A Guide To Pairing: The Basics

If you’re new to wine, you might have asked yourself why people pair wine with food. The main reason is to enhance the dining experience and the flavours of both the food and the wine. Since taste is a personal preference, pairing can be subjective. However, there are a few basics for pairing wine and food that you can follow. Whether you’re new to pairing or just looking for some inspiration, we’ve put together a guide for wine and food pairing.


Complimenting or enhancing flavours

There are two initial factors to consider when pairing – complimentary or congruent.

Your goal with complementary pairing is to balance the flavour profiles. For example, pairing a soft cheese with a high acidity wine like Pinot Gris. Congruent pairing, on the other hand, is used to enhance the flavour of a dish. So, to enhance the richness of the cheese, we would pair it with a sparkling wine.

Our pick: try pairing a soft, creamy brie with a sparkling bottle of Champagne to cut through the fat of the cheese and enhance its flavour profile.Wine and food pairing

Match according to weight

This part of pairing is all about matching light, less fatty food, with a lighter wine and vice versa. Heavy meals such as meaty dishes are best enjoyed with full-bodied reds, including Shiraz and Cabernet Sauvignon, whereas delicate fish meals are better matched with a light wine such as Sauvignon Blanc.

Our pick: pair a rich salmon dish with a delicate red, such as Pinot Noir. 

Flavour and intensity

Since your wine and food should be working together, it’s important to note have any overwhelming tastes. For this reason, you should match the flavour intensity and character of your dish. Rich, flavourful foods need a rich wine that won’t go unnoticed, whereas a light dish needs a delicate wine to ensure the flavours aren’t being overwhelmed or lost. If you’re ever unsure, you can never go wrong by pairing red meat with red wine, and white meat with white wine!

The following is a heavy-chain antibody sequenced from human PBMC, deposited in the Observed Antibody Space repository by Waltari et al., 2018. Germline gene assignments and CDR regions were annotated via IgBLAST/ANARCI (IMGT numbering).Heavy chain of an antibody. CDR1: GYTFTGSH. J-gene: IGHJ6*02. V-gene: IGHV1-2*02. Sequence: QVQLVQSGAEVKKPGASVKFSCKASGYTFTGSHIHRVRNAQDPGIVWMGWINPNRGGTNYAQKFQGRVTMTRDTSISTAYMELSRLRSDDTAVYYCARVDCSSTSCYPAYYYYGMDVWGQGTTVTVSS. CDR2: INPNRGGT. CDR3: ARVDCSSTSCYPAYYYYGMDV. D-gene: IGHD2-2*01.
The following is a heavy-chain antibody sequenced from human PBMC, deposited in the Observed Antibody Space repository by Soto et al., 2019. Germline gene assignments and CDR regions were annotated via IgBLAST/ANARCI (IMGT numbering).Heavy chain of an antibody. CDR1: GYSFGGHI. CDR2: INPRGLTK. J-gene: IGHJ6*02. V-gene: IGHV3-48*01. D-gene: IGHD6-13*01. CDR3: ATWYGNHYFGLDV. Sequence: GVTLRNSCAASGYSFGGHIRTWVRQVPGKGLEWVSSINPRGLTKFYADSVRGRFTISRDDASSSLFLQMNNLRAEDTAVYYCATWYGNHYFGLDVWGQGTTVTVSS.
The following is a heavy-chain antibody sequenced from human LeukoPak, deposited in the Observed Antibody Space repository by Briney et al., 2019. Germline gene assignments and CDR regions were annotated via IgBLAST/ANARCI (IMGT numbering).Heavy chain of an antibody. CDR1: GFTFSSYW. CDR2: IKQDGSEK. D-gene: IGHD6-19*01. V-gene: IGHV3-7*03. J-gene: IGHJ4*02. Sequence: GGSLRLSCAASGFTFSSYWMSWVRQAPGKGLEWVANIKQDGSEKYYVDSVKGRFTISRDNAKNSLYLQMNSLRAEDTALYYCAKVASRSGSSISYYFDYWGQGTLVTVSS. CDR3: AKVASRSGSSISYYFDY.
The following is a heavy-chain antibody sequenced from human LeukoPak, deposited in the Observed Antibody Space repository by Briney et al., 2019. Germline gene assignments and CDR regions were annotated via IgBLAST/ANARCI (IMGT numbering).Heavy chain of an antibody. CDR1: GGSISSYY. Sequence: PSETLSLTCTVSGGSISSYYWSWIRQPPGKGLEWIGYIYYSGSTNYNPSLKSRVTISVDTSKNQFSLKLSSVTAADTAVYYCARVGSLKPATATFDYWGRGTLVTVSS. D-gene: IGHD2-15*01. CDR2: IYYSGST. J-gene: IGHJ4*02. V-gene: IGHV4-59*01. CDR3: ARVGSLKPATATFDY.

Our pink: enjoy a delicious chicken dish with a creamy sauce paired with a rich wine like Chardonnay.

Keep acidity in mind

Acidity works well to balance fat and harmonises well with the natural acidity in food. As a simple rule, keep your wine more acidic than your meal. For example, you could pair a vinegar-based-dressing salad with a crispy Pinot Grigio, or a young Riesling with beer battered fish and chips to balance the oil.

Our pick: a flavourful Indian curry with a sparkling rose or Riesling.

Matching tannins

Red wine tannin not only adds bitterness to some foods, but it can also soften the mouthfeel of a rich meal. The taste of this astringent flavour helps cleanse the palate and make the taste buds ready for another bite. You can match tannins with fats for a balanced meal.

Our pick: try a fatty prime rib with a rich, full bodied glass of Malbec.

Sweet and spicy foods

When it comes to spicy dishes, pairing your meal with a low-alcoholic, sweet wine will offer you some relief without compromising the taste.

If you’re looking for a wine to pair with dessert, it is best to choose a bottle that is sweeter than your dish. Prosecco is best served with fruit-based desserts, whereas milk chocolate-based desserts go perfectly with aged sparkling reds.

Our pick: enjoy a classic pavlova with a glass of sweet Semillon. 

Words to know

When pairing wines, it’s important to know the right words so you’re getting the most out of your matches. Here are some basic wine words you should have in your vocabulary.

Acidity: this is what gives wine it’s refreshing, slightly tart, and crisp taste. A wine that has a sharp taste is more acidic than others. Acidity is present in all grapes and helps to preserve the wine.

Tannin: wine tannins are extracted from grape skins, seeds, stems, and oak barrels.

Body: this term is used to describe the flavour profile of the wine, generally either light, medium, or full bodied, and the weight in your mouth when drinking it.

Finish: after you swallow a mouthful of wine, the sensation you feel is referred to as the finish. You will be able to identify if it is sweet, tart, bitter, or smoky.

Now you know the basics of food and wine pairing, it’s time to start discovering your favourite matches. Have any more tips? Be sure to share them with us on our socials.


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